By Yun-hua Chen.
[Blending of genres] was a desire of mine to surprise the viewer, so that the audience does not settle into something and know what’s going to happen.”
Director Laurent Larivière’s second feature À Propos de Joan, premiered at the Berlinale Special Gala, is a French, German and Irish co-production. Isabelle Huppert plays the lead role of a retired publisher called Joan, who tells her life story to the camera while driving on a rainy night. Relying on unreliable memories to retroactively weave together a web of encounters in the past, she recollects different periods of her life through her relationship with three men: her first love in Ireland back in the 1970s, her son, played by Swann Arlaud, and the neurotic German writer and lover played by the German actor Lars Eidinger.
Oscillating between melodramatic and B-movie, humor, absurdity, real and surreal, À Propos de Joan feels like a fragmented, disorienting, and forced pell-mell of genres and tones. Director Laurent Larivière and actor Freya Mavor, who plays the role of Joan in the 70s and 80s, talked about filmmaking under the pandemic.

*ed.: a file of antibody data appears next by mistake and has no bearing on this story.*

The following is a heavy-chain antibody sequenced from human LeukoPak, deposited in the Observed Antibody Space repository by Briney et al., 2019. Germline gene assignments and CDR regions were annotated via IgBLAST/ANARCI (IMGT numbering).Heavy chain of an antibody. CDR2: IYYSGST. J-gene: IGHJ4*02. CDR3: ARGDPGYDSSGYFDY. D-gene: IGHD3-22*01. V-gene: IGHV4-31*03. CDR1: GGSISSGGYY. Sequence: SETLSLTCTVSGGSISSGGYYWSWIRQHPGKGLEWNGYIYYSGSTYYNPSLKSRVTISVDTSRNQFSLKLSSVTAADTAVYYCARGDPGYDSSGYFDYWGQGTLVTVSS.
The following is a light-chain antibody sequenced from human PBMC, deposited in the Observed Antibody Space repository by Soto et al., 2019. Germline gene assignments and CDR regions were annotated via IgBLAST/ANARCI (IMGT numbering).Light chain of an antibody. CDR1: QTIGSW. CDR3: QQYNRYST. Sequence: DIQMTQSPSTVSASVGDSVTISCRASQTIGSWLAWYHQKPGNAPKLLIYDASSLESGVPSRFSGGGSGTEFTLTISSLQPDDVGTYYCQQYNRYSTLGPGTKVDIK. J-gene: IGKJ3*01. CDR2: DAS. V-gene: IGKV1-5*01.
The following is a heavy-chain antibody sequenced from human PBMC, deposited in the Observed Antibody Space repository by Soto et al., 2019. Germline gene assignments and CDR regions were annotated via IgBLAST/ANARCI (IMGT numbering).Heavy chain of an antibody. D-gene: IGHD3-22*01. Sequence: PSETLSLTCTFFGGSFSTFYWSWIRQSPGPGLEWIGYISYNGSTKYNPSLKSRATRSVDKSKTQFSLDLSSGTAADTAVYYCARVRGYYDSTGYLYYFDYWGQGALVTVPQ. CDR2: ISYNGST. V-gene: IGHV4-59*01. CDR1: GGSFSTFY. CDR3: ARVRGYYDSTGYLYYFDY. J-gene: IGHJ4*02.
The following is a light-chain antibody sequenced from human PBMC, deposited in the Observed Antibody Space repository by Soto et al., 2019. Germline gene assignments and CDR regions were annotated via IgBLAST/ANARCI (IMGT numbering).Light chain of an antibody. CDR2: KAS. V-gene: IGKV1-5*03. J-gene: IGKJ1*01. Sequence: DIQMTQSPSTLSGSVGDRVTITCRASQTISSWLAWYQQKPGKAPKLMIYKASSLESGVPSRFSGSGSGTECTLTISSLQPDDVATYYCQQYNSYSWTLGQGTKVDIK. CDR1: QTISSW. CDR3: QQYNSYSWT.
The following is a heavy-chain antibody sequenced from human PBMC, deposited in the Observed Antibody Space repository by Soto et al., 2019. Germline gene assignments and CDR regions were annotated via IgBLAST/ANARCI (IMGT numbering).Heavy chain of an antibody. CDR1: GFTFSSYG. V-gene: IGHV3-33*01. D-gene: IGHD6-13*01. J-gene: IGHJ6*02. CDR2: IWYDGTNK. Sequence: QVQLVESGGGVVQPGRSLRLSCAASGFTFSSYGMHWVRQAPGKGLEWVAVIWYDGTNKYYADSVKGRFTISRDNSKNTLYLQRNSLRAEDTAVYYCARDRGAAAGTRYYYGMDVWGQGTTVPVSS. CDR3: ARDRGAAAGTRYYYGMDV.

You had a very compact team of your own when shooting outside France. Can you talk about how you work together with local teams in each location?
Laurent Larivière (LL): Indeed, I only brought a very compact team with me when we shot outside France, a team of five people: cinematographer, sound engineer, first assistant, scriptwriter, and one of my producers. Each time when we filmed in Ireland or Germany, we collaborated with local technicians. At the beginning, it was also for financial reasons because we could not travel with the entire team. But then, I found that in fact, it was also an advantage. For example, the set designers in Dublin obviously know the 70s’ Dublin very well and could make different artistic proposals from what a French set designer would have made. It was thus an asset to work with local teams in these three countries.